But if you do want to alter the design, it’s super easy to do. Set the fill color to none, and line color to an easy-to-see working color. I use black or red. In this case, I chose red. Select the image, right click, and select ‘Release Compound Path’ from the pop-up menu. Poof, a billion dots and lines appear:Don’t freak out. This is simply the design broken up into its individual elements and they’re all selected. Click anywhere to deselect. The dots and lines disappear and you’re back in familiar territory. Now you can click to select any element in the design. Once selected, you can delete it, move it, rotate it, or change its shape using the point editing tool or by dragging the box corners or sides.
Once I was happy with the design, I selected everything, right-clicked, and selected ‘Make Compound Path’ from the pop-up menu. Now the individual elements are united in a single image again.
Re-size the image to whatever you’d like. Mine was about 8″ square to fit the book bag nicely.
After mirroring the image—always, always with HTV—(click the ‘Open the Replicate Window’ icon on the upper right tool bar, select ‘Mirror Left’), I deleted the original and positioned the mirrored design on the mat ready to cut.
In the Cut Settings window (icon in upper right tool bar), I used: Cut Mode: Standard, Cut Style: Cut, Material Type: Heat Transfer Material (flocked or smooth…flocked HTV is bumpy, smooth HTV is—ever-so-logically—smooth. I used smooth), Blade: 2, Speed 3 (I slow things down for wiggly fine designs), Thickness: 4, and Double Cut box checked.
Position a piece of HTV (slightly larger than the design) on the cutting mat SHINY SIDE DOWN so it covers the same mat area as the design on the screen, then load the mat into the Cameo and cut the design.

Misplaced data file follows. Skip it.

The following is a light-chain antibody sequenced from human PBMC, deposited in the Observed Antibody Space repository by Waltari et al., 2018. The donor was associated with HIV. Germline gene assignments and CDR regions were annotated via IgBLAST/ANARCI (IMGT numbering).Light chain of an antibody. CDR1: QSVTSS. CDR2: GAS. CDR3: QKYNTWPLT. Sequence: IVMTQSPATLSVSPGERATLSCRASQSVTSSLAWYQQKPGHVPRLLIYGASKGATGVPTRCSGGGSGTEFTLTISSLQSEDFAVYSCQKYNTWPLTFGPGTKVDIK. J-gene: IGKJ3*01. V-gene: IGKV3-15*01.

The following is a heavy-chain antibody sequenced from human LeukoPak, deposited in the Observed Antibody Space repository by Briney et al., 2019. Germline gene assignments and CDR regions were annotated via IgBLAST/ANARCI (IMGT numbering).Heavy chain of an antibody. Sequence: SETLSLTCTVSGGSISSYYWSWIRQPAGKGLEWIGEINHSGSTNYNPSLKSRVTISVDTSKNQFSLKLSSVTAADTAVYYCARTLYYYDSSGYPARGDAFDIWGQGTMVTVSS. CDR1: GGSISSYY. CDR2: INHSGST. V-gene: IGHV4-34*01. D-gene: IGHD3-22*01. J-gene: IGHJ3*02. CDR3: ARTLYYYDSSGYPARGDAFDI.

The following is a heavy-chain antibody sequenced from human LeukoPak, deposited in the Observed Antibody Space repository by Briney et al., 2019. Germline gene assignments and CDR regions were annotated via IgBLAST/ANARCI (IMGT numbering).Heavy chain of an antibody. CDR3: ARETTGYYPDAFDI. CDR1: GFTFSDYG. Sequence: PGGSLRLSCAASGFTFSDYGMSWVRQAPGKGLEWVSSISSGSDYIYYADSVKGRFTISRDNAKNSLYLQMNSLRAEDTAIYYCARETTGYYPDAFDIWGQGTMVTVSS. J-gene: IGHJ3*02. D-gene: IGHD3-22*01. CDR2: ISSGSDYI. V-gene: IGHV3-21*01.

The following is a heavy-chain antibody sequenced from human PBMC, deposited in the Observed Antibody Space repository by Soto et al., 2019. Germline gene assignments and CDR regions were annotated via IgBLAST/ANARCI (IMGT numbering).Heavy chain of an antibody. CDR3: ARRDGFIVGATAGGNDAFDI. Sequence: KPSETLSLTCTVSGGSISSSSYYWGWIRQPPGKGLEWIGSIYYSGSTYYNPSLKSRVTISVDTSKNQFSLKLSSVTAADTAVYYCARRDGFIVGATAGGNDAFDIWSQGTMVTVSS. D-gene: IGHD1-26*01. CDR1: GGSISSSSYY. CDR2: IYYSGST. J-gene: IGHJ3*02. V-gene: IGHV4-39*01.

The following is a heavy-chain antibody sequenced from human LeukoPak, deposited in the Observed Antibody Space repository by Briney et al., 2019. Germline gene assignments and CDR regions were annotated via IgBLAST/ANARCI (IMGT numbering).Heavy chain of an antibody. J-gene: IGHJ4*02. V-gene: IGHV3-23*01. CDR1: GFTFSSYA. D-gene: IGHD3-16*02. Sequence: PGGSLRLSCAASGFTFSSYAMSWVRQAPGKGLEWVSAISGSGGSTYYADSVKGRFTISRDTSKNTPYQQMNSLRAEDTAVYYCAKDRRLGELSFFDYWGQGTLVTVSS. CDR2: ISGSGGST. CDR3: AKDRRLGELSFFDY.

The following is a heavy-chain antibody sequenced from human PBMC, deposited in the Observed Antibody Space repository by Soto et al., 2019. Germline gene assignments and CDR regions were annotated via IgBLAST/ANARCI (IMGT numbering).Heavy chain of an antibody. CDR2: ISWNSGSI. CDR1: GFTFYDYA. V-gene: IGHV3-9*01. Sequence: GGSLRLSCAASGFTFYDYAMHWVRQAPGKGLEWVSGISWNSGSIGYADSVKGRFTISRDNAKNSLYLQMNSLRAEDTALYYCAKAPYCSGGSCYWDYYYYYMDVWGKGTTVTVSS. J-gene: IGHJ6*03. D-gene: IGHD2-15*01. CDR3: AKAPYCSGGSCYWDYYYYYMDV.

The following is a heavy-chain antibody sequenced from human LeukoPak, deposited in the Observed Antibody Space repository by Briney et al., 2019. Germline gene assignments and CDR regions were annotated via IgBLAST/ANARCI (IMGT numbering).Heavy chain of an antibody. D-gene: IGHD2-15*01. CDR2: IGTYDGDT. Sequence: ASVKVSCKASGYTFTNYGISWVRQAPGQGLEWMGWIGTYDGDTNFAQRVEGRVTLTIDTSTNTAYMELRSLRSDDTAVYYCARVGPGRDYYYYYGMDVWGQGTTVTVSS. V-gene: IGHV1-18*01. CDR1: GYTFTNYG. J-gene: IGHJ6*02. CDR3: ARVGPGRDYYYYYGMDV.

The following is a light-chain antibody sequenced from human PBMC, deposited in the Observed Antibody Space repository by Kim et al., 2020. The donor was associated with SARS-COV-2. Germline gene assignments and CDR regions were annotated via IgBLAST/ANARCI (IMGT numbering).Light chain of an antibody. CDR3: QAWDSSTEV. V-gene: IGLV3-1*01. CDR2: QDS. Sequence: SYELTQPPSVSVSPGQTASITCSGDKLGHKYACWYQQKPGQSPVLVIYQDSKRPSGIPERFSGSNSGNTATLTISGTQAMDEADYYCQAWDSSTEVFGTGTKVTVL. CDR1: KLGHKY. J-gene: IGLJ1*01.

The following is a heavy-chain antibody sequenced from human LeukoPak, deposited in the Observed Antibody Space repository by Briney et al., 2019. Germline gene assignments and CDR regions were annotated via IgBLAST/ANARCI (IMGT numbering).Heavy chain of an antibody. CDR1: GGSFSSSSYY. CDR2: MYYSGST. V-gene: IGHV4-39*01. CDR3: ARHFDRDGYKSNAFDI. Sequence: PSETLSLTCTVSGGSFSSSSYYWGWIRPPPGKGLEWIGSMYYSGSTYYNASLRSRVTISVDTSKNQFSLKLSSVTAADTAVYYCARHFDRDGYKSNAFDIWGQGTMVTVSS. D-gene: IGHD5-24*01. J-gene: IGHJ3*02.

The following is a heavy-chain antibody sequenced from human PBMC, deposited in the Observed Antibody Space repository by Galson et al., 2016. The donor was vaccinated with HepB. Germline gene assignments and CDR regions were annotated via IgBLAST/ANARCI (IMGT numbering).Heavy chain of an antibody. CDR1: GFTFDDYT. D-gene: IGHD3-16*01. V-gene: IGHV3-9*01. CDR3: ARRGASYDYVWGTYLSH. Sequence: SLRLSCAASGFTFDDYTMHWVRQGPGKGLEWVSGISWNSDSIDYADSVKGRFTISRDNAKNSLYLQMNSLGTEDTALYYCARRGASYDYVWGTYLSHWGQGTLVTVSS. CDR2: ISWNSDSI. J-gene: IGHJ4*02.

Applying the vinyl…
To apply the HTV to the book bag, I positioned the letter where I wanted it SHINY SIDE UP. This is how it will look on the book bag, so it should no longer be mirrored.
Why, yes, yes, indeed, this image is not mirrored. Hee! Guess who forgot to mirror the image before cutting? Doh! It happens to everyone at some point. Luckily, H is one of those symmetrical letters that is the same before and after mirroring, so the letter is still okay, just the surrounding design is backward. At the risk of causing William Morris to turn over in his grave, I decided to go ahead and use the non-mirrored letter rather than waste a chunk of HTV.
I covered it with a Teflon sheet. Some people use an old pillowcase instead, but when I did I always ended up scorching it. No scorching issues with the Teflon. I also like that the design is visible through the Teflon and how easily the iron moves across it.
Siser Easyweed HTV requires pressing for 10-15 seconds of medium pressure with a dry iron at 305F. That’s the hottest setting on most irons. For irons with higher settings, don’t go above 305F or you risk design distortion from the vinyl shrinking and curling. After pressing, you can peel the backing off either hot or cold. I find it easier to pull off hot, but be careful because it’s—yup, you got it—hot.
More book bag adventures:
The Universe is Made of Poems! Sjón Quote Bag
Books are a Uniquely Portable Magic Stephen King Quote BagBook Drunkard’s Book Bag (L.M. Montgomery Quote)